A study conducted by scientists from the University of São Paulo (USP) in Brazil and the University of Chile reveals that tobacco smoking and human papillomavirus (HPV) are established risk factors for head and neck cancer. However, the study demonstrates that these two factors can interact synergistically, further elevating the risk of developing the disease. The findings have been published in the International Journal of Molecular Sciences.
The research sheds light on the molecular mechanisms involved in head and neck cancer, providing valuable insights for the development of innovative prevention and treatment strategies, as well as other interventions that can benefit patients.
Head and neck cancer encompasses various types of cancer affecting the mouth, nose, sinuses, tonsils, throat, and thyroid. In 2020, it affected approximately 830,000 individuals worldwide, causing more than 50% of them to succumb to the disease. In Brazil alone, it led to nearly 21,000 deaths in 2019, as reported by the National Cancer Institute (INCA). Traditionally, alcohol consumption, tobacco use, and poor oral hygiene have been the primary causes of this type of cancer. However, in recent decades, HPV has emerged as a significant risk factor, particularly among younger individuals and relatively affluent patients. Head and neck cancer associated with HPV is now one of the fastest-growing types of cancer worldwide.
Enrique Boccardo, a professor in the Department of Microbiology at the University of São Paulo’s Biomedical Sciences Institute (ICB-USP) and the penultimate author of the published article, stated, “Instead of continuing to analyze smoking and HPV as oncogenic factors separately, we set out to focus on their possible interaction.”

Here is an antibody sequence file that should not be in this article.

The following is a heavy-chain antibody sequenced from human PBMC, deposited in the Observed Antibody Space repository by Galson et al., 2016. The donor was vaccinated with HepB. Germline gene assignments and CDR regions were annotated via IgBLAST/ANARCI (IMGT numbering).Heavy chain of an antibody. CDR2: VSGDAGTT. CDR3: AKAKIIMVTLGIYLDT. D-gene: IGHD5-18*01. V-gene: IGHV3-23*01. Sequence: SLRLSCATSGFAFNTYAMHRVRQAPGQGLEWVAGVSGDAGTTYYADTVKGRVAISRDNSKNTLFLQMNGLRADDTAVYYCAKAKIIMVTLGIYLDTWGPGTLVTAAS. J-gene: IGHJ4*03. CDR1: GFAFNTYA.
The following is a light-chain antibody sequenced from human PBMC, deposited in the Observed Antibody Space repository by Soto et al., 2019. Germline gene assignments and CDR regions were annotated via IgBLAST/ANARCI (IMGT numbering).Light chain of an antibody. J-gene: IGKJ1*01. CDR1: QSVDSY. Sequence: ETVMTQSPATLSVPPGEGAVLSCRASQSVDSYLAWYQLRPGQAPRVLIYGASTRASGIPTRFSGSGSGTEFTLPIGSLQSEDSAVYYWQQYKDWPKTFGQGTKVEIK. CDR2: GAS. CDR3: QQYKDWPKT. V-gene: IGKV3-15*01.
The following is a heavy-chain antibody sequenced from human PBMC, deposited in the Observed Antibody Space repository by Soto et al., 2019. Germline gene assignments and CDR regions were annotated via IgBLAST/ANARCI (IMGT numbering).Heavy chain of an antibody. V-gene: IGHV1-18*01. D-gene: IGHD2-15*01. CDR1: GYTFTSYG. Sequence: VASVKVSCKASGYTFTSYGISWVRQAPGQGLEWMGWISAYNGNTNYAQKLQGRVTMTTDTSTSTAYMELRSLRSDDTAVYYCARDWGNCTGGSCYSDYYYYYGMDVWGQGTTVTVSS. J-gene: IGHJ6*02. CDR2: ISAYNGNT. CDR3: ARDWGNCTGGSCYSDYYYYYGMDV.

The researchers discovered that both smoking and HPV contribute to increased oxidative stress and DNA damage, which are known factors in the development of cancer. Previous research indicates that they can regulate superoxide dismutase 2 (SOD2), a potential biomarker for oral cancer malignancy and other HPV-related diseases. In the initial stage of the study, the scientists conducted in vitro experiments using oral cells expressing the HPV16 E6 and E7 oncoproteins, indicating HPV infection. These cells were exposed to cigarette smoke condensate. The results showed a significant increase in SOD2 levels and DNA damage compared to the control group, demonstrating a detrimental interaction between HPV and cigarette smoke. The control cells expressed lower levels of SOD2 than the cells expressing E6 and E7 or those exposed to cigarette smoke. Interestingly, the cells expressing the oncoproteins and exposed to cigarette smoke exhibited even higher SOD2 levels, highlighting the interaction between HPV genes and cigarette smoke.
In the second phase of the project, supported by FAPESP (grants number 2010/20002-0 and 2019/26065-8), the researchers analyzed genomic data from 613 samples in The Cancer Genome Atlas (TCGA), a public repository containing genetic mutations associated with cancer. They specifically focused on analyzing SOD2 transcriptions to confirm their initial findings.
Boccardo emphasized the significance of the study, saying, “Although in vitro studies take place in an artificial environment, they’re a starting point for an understanding of what happens in more complex models and could enable us in the future to intervene objectively with some benefit.” He suggested that expanding the age group eligible for HPV vaccination could be considered to prevent diseases in other anatomical regions, as the current vaccination is limited to children aged 9-14 due to evidence of its effectiveness against genital pathologies.
The study successfully bridges the gap between laboratory research and clinical analysis by utilizing databases of human samples, which include RNA and protein expression analysis, as well as long-term data collection.
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